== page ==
As mentioned above, the protective stratum may be formed by feeding plasma-polymerizable interfacial material precursors into the reactor, then changing the feed composition to UV absorbant material precursors and finally changing to abrasion-resistant material precursors. The change in feed composition may be accomplished by manually adjusting the flow of each gas into the central feed line. Those skilled in the art appreciate that such gas flow adjustment can also be accomplished automatically by various means. Each adjustment is made according to a prescribed time and flow rate regimen based on data obtained from the mass flow controller valves.
In preferred embodiments, the PECVD deposition of the protective stratum occurs in three stages: a first stage in which the interfacial material precursor is fed into the reactor and plasma-polymerized; a second stage in which the UV absorbant material precursor is fed into the reactor and deposited; and a third stage in which the abrasion-resistant material precursors are fed into the reactor and deposited. A carrier gas is often used during each stage of the deposition. The length of each stage is determined by the desired thickness of each sublayer. The resulting protective stratum has a sublayer of interfacial material closest to the substrate, a sublayer of UV absorbant material on top of the sublayer of interfacial material and a sublayer of abrasion-resistant material farthest from the substrate.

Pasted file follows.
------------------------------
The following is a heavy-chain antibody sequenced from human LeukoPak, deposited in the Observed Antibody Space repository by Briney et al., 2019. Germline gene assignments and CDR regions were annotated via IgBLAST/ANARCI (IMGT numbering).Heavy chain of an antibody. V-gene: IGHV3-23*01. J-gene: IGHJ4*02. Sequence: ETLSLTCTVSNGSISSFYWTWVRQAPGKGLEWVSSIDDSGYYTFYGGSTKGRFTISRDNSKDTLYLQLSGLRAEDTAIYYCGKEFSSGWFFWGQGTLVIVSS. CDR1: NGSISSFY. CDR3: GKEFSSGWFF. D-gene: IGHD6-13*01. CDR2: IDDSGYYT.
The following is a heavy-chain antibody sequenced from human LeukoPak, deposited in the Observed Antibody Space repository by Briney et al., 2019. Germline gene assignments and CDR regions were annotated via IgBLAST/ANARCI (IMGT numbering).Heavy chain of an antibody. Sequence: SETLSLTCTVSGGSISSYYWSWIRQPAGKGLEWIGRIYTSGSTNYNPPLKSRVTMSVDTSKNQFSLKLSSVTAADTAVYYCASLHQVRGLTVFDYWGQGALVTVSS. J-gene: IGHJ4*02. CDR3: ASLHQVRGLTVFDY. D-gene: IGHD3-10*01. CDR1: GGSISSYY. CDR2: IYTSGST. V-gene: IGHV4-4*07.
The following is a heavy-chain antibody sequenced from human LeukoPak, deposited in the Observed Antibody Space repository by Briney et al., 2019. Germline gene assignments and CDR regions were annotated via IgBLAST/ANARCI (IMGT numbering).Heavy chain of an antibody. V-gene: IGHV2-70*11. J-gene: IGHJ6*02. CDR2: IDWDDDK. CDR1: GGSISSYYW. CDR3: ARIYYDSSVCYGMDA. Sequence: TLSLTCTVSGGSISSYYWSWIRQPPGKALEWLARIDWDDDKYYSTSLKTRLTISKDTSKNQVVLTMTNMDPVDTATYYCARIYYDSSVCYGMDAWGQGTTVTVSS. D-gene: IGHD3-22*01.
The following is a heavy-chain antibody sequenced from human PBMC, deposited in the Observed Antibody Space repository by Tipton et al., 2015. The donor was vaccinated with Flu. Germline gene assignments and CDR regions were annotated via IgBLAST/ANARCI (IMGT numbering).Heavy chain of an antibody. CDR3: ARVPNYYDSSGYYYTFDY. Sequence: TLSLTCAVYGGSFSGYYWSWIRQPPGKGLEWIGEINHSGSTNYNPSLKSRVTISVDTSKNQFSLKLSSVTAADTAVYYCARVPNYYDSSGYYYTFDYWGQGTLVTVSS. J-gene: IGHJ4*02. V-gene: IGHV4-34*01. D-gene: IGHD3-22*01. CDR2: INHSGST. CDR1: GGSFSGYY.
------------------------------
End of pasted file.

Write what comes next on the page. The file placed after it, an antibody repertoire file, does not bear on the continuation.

The overriding consideration for feed composition adjustment is, of course, the desired characteristics of the deposited protective stratum. For example, an article requiring an especially high level of UV absorbance but not likely to be subjected to high levels of abrasion may be formed by increasing the time period of UV absorbant material precursor flow and decreasing the time period of abrasion resistant material precursor flow. The resulting article would thus have a thicker UV absorbant layer than an article formed according to the regimen exemplified above.
Additionally, an article likely to be subjected to wide temperature variations may be formed by increasing the time period of interfacial material precursor flow to produce an article having more of its depth as an interfacial material.
The thickness of the protective stratum is in part determined by the contemplated end use of the article, and generally may range from about 20,000 Å to about 90,000 Å. Similarly, the thickness of each zone or sublayer depends on the end use of the article.